The companies argue that with millions of users every day, they cannot possibly pick up a phone.
“A lot of these companies don’t have enough employees to talk to,” said Paul Saffo, a longtime technology forecaster in Silicon Valley. Facebook, for example, has just one employee for every 300,000 users. Its online systems process more than two million customer requests a day.
Google, which at 14 years old is a relative ancient in Silicon Valley, is one of the few companies that publishes phone numbers on its Web site. Its phone system sends callers back to the Web no less than 11 times. Its lengthy messages contain basic Internet education in a tone that might be used with an aging relative, explaining, slowly and gently, “There’s nothing Google can do to remove information from Web sites.”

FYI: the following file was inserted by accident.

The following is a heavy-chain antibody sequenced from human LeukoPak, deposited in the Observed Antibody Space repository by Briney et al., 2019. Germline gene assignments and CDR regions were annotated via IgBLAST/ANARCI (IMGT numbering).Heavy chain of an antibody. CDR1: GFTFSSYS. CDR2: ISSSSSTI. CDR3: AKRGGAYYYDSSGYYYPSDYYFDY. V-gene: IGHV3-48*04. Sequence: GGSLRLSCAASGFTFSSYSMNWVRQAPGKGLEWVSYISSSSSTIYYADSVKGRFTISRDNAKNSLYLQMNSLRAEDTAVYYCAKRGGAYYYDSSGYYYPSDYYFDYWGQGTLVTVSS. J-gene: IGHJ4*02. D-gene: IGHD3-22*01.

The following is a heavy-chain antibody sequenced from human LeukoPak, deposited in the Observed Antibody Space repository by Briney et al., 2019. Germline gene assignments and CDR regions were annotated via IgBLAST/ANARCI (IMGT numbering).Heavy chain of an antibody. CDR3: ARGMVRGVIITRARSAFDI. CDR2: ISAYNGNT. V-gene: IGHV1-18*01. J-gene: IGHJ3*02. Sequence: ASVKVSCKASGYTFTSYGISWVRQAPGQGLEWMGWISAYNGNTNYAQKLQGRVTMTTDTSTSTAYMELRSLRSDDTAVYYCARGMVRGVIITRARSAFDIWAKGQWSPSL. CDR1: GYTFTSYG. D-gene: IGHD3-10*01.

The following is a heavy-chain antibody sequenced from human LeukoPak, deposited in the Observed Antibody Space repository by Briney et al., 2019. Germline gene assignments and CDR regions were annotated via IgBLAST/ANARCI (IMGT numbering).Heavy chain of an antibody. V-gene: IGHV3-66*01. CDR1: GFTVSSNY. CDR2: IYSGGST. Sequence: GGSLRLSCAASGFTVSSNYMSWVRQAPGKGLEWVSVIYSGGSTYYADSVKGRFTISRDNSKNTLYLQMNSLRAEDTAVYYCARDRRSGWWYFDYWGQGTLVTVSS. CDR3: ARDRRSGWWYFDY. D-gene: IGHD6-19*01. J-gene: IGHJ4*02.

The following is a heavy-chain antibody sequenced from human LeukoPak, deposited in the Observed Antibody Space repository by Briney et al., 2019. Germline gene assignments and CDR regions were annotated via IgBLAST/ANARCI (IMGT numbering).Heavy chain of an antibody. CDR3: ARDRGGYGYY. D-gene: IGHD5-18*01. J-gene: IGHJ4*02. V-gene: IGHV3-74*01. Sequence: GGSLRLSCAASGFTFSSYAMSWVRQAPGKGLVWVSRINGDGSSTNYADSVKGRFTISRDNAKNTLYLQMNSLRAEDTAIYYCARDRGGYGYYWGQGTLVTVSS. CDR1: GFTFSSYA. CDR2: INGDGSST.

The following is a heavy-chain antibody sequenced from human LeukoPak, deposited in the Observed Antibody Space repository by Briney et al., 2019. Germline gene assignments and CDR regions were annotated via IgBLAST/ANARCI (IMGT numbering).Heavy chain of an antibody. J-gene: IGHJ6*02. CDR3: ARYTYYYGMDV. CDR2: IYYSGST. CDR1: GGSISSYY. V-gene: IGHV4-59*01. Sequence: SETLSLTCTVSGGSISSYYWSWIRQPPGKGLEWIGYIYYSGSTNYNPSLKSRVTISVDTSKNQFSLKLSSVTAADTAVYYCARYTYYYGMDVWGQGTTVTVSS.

In studies of peer groups, Laura L. Carstensen, a psychology professor who is the director of the Stanford Center on Longevity in California, observed that people tended to interact with fewer people as they moved toward midlife, but that they grew closer to the friends they already had.
Basically, she suggests, this is because people have an internal alarm clock that goes off at big life events, like turning 30. It reminds them that time horizons are shrinking, so it is a point to pull back on exploration and concentrate on the here and now. “You tend to focus on what is most emotionally important to you,” she said, “so you’re not interested in going to that cocktail party, you’re interested in spending time with your kids.”